Rolling for Initiative is a weekly column by Scott Thorne, PhD, owner of Castle Perilous Games & Books in Carbondale, Illinois and instructor in marketing at Southeast Missouri State University.  This week, Thorne explains the value he sees in distributor magazines, and shares his thoughts on Mike Webb’s move from Alliance Game Distributors to Paizo, Inc.

A discussion came up in a Facebook group as to how valuable the print distributor magazines, such as Game Trade Monthly and Meeple Monthly remain in today’s "everything is findable on the Internet" age.  Back in the early Internet days of the game industry, they provided indispensable information about new releases on the horizon, while others, such as Scrye and InQuest Gamer, provided information on the then-burgeoning TCG market.  However, while the Internet has relegated the TCG magazine to the status of nostalgic curiosity, I would argue that the seemingly anachronistic distributor magazines still serve a function in today’s information-is-but-a-few-keystrokes-away society.  Here are two:

1.  Internet Access.  Given that you are reading this on the Internet, it seems amazing that segments of the U.S. population still do not have internet access, AKA the Digital Divide.  While smaller than the last time I checked, still about 17% of the population does not have reliable internet access.  For example, our store does a significant amount of business with prison inmates, who do not have internet access, as least not access that does not cost them a significant amount of money so they look forward to receiving, and ordering from, each month’s Game Trade Monthly and Meeple Madness.

2.  Aggregating.  As I mentioned back in 2017, distributors perform several important functions, including breaking bulk and, for our purposes here, aggregating products (see "Rolling for Initiative – Why Distributors Matter").  Distributors pull lots of different items from different sources into one convenient location, making it easier for publishers to ship cases to a central location and for retailers to purchase in smaller quantities from the selfsame central location.  Publisher magazines perform a somewhat similar function.  If I rely on publisher Facebook groups or emails, or even distributor emails about upcoming releases and restocks, they are generally only going to get a fraction of my attention and I will likely not pass them along to the staff to peruse.  A print distributor catalog, by its very nature, encourages me to sit down and flip through its pages.  I might never see the dozens of publishers and hundreds of items the catalog contained without spending hours roaming the internet, going from link to link.  The distributor mags pull all this information together conveniently and makes it easy to pass along to the staff.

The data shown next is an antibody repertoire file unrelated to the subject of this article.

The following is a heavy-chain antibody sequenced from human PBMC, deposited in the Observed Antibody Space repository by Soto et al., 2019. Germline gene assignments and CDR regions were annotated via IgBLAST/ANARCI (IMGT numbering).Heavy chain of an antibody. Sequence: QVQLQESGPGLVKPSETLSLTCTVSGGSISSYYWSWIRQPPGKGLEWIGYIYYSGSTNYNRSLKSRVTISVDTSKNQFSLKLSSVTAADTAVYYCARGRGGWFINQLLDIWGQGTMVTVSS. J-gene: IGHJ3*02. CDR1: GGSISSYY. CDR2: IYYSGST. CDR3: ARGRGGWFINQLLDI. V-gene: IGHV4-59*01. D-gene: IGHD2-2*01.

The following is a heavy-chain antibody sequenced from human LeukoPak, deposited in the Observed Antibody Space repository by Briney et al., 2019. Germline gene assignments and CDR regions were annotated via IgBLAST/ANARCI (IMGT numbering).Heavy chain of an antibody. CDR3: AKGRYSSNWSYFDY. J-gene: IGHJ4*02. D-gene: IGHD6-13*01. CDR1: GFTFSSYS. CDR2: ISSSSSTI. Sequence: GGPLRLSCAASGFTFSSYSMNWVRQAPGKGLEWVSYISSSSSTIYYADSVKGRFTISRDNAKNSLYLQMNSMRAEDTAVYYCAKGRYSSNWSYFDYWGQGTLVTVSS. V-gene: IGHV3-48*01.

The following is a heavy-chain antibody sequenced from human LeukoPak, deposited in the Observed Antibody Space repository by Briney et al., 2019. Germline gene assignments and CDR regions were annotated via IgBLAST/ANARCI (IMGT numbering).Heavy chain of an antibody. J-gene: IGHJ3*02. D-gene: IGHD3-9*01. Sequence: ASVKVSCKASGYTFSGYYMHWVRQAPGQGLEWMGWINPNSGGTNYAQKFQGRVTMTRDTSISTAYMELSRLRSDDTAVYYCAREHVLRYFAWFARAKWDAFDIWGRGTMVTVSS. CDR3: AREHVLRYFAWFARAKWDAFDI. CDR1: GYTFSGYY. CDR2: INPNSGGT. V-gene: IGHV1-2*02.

Our store will keep ordering them, using them and passing them along as long as distributors keep publishing them.  I hope your store does too.

The movement of Mike Webb from Alliance after twenty years at Alliance over to Paizo caught me by surprise but certainly appears a good move for Mr. Webb (see "Mike Webb Hired by Paizo").  Near as I can tell, this is a fairly lateral move allowing Webb to focus on one company’s product line, rather than all of the marketing operations for an entire distributor.  I have known Mike since his time at Zocchi Distribution, which was housed in a huge converted cotton warehouse in Olive Branch, Mississippi.  And fondly remember the Magic: The Gathering release events he hosted there in the late 1990s.  Those who know Mike know him as one of the nicest people in the industry, one of the most knowledgeable people in the industry, and one of the best cooks in the industry.  Congratulations Mr. Webb.

The opinions expressed in this column are solely those of the writer, and do not necessarily reflect the views of the editorial staff of